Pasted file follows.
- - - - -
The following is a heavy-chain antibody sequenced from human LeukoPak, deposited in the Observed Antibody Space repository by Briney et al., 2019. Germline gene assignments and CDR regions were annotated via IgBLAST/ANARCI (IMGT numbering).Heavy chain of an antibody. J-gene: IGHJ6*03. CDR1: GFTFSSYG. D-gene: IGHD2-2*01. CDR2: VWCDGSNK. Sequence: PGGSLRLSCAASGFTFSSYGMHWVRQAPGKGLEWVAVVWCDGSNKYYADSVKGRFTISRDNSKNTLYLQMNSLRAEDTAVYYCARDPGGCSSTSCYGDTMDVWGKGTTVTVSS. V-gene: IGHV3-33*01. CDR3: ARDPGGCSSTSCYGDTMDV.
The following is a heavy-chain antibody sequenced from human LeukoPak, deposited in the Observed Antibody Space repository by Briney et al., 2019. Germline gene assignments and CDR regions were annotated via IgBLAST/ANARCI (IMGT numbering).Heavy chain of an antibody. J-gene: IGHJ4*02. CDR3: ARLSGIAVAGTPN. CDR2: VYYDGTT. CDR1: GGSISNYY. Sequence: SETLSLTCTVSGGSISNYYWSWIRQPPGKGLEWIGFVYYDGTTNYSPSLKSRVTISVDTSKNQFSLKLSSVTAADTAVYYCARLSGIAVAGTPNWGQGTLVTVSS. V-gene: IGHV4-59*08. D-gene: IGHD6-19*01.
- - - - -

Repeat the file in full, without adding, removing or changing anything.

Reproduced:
The following is a heavy-chain antibody sequenced from human LeukoPak, deposited in the Observed Antibody Space repository by Briney et al., 2019. Germline gene assignments and CDR regions were annotated via IgBLAST/ANARCI (IMGT numbering).Heavy chain of an antibody. J-gene: IGHJ6*03. CDR1: GFTFSSYG. D-gene: IGHD2-2*01. CDR2: VWCDGSNK. Sequence: PGGSLRLSCAASGFTFSSYGMHWVRQAPGKGLEWVAVVWCDGSNKYYADSVKGRFTISRDNSKNTLYLQMNSLRAEDTAVYYCARDPGGCSSTSCYGDTMDVWGKGTTVTVSS. V-gene: IGHV3-33*01. CDR3: ARDPGGCSSTSCYGDTMDV.
The following is a heavy-chain antibody sequenced from human LeukoPak, deposited in the Observed Antibody Space repository by Briney et al., 2019. Germline gene assignments and CDR regions were annotated via IgBLAST/ANARCI (IMGT numbering).Heavy chain of an antibody. J-gene: IGHJ4*02. CDR3: ARLSGIAVAGTPN. CDR2: VYYDGTT. CDR1: GGSISNYY. Sequence: SETLSLTCTVSGGSISNYYWSWIRQPPGKGLEWIGFVYYDGTTNYSPSLKSRVTISVDTSKNQFSLKLSSVTAADTAVYYCARLSGIAVAGTPNWGQGTLVTVSS. V-gene: IGHV4-59*08. D-gene: IGHD6-19*01.